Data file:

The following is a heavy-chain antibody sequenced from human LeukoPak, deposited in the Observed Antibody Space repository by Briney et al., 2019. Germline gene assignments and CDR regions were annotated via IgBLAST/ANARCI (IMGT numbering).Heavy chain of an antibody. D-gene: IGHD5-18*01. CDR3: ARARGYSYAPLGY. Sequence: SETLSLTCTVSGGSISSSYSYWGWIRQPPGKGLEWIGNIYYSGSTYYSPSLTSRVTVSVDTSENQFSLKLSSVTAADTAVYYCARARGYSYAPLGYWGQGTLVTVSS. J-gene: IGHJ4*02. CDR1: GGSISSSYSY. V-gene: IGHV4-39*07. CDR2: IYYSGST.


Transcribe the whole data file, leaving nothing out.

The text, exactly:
The following is a heavy-chain antibody sequenced from human LeukoPak, deposited in the Observed Antibody Space repository by Briney et al., 2019. Germline gene assignments and CDR regions were annotated via IgBLAST/ANARCI (IMGT numbering).Heavy chain of an antibody. D-gene: IGHD5-18*01. CDR3: ARARGYSYAPLGY. Sequence: SETLSLTCTVSGGSISSSYSYWGWIRQPPGKGLEWIGNIYYSGSTYYSPSLTSRVTVSVDTSENQFSLKLSSVTAADTAVYYCARARGYSYAPLGYWGQGTLVTVSS. J-gene: IGHJ4*02. CDR1: GGSISSSYSY. V-gene: IGHV4-39*07. CDR2: IYYSGST.